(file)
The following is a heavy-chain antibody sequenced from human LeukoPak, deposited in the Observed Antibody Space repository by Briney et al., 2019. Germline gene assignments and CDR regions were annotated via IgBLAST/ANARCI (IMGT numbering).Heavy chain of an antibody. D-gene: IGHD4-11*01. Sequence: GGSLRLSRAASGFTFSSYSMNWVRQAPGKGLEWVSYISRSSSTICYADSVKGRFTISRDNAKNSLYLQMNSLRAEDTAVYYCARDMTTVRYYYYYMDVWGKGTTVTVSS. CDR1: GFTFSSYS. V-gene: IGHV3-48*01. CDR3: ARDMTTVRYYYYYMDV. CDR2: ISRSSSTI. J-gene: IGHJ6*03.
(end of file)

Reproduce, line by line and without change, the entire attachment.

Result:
The following is a heavy-chain antibody sequenced from human LeukoPak, deposited in the Observed Antibody Space repository by Briney et al., 2019. Germline gene assignments and CDR regions were annotated via IgBLAST/ANARCI (IMGT numbering).Heavy chain of an antibody. D-gene: IGHD4-11*01. Sequence: GGSLRLSRAASGFTFSSYSMNWVRQAPGKGLEWVSYISRSSSTICYADSVKGRFTISRDNAKNSLYLQMNSLRAEDTAVYYCARDMTTVRYYYYYMDVWGKGTTVTVSS. CDR1: GFTFSSYS. V-gene: IGHV3-48*01. CDR3: ARDMTTVRYYYYYMDV. CDR2: ISRSSSTI. J-gene: IGHJ6*03.